Oh, and one big thing. China abandoned its claim that as a ‘developing country’ it should not be bound by the same rules as rich countries like the United States. There will only be one set of rules for both rich and poor countries, although the really poor ones will get a lot of financial and technical help in meeting their commitments.

This year’s conference dealt with the details at ministerial level. Next year UN Secretary-General Antonio Guterres will host a summit of the biggest emitters to lay the groundwork for the key 2020 meeting. That’s when countries will report if they have kept their 2015 promises on emissions cuts, and hopefully promise much bigger cuts for the next five years.

The rise of populist nationalists like Donald Trump and Brazil’s Jair Bolsonaro, both climate change deniers, will make future negotiations even harder. It’s all moving far too slowly, but the human factor keeps getting in the way. For example, Bolsonaro wants Brazil to get extra carbon credits for protecting the Amazonian rain-forest, even as he plans to carve the forest up with big new roads and cut a lot of it down.

The Paris deal is important, but it has come far too late to stop the average global temperature from rising to the never-exceed target of +2 degrees Celsius that was adopted many years ago, let alone the lower target of +1.5 C that scientists now believe is necessary.

We are already at +1 C, and current promises of emission cuts will take us up past +3 C. At the moment emissions are still going up (by 3% this year). Even if countries make further major commitments to cut emissions in 2020, it’s hard to believe that we can avoid devastating heat waves, droughts, floods and sea-level rise, and a sharp fall in global food production.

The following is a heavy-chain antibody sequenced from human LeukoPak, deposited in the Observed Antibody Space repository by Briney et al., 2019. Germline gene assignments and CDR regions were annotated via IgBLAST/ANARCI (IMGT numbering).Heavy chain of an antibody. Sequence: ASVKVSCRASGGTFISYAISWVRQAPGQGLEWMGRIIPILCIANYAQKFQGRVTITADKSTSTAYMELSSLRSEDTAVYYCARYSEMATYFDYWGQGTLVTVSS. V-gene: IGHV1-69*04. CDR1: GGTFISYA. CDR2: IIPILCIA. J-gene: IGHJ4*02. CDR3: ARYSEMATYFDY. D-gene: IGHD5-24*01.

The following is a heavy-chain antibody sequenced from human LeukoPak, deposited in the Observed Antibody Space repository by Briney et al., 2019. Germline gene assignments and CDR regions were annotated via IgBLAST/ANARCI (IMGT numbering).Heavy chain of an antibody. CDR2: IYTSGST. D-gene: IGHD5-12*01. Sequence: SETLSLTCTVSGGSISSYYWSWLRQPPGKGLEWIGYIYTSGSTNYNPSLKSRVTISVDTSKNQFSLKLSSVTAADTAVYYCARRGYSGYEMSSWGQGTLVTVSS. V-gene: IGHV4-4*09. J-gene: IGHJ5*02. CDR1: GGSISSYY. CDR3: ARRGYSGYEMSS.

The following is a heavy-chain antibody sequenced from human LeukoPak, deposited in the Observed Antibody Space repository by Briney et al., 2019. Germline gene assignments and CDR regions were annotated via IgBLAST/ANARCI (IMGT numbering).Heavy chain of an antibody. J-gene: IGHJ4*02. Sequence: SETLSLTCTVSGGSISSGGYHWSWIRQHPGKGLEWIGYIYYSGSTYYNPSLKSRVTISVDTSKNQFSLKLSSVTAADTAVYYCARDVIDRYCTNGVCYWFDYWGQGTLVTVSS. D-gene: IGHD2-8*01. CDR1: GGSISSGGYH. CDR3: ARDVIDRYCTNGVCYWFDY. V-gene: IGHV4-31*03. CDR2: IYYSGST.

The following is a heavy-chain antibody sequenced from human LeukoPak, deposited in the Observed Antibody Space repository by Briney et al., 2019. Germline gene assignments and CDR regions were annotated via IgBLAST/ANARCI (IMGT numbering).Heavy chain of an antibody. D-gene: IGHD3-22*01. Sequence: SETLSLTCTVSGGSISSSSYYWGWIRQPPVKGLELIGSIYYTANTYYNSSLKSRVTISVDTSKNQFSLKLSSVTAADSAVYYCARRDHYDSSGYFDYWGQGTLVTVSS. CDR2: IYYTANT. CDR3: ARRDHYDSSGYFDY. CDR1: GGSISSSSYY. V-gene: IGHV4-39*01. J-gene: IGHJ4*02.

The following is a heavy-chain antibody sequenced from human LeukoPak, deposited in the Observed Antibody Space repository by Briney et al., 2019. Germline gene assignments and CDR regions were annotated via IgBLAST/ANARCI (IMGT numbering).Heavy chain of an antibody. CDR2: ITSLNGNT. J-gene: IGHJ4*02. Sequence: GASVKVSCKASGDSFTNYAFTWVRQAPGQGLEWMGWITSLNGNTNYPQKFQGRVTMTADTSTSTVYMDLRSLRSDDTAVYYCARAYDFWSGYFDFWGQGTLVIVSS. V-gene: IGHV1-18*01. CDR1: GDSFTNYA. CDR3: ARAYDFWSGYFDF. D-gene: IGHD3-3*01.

So while we are cutting emissions, we also need to be working on ways to remove some of the carbon dioxide and other greenhouse gases we have already put into the atmosphere. Various ideas for doing that are being worked on, but they will probably become available on a large scale too late to keep the temperature rise below +2 C.

So geo-engineering – direct intervention in the atmosphere to hold the temperature down while we work on getting emissions down – will probably be needed as well. Nobody really wants to do ‘solar radiation management’, but cutting the amount of sunlight reaching the planet’s surface by just a small amount is technically feasible. It could temporarily halt the warming and give us the extra time we are probably going to need.

We are getting into very deep water here, but we may have no other options. If we had started cutting our emissions 20 years ago (when we already knew where they would eventually take us), such drastic measures would not be necessary. But that’s not the human way, and so we’ll have to take the risks or pay the price.

To shorten to 700 words, omit paragraphs 6 and 8. (“Oh…emissions”; and “The rise…down”)

Crooked Timber

“Out of the crooked timber of humanity, no straight thing was ever made,” wrote Immanuel Kant in 1784. It is still true.

On Sunday the 24th ‘Conference of the Parties’ – the 180 countries that signed the climate change treaty in Paris in 2015 – opened in the Polish city of Katowice. The Polish government chose the venue, and it presumably selected Katowice because it is home to Europe’s biggest coal company. It was a thinly disguised show of defiance.

It’s not just Donald Trump who loves coal. It’s by far the worst of the fossil fuels in terms of greenhouse gas emissions, but Poland gets 75% of its electricity by burning coal and it has no intention of changing its ways. In fact, shortly before COP24 opened in Katowice, the Polish government announced that it is planning to invest in a large new coal-mine in the region of Silesia.

1,500 km to the west on the same day, in Paris, municipal workers were picking up the debris after the third and most violent weekend of protests against President Emmanuel Macron. The demos are not as big as those of the great revolt of 1968, but they are certainly the biggest for decades even in this cradle of revolutions.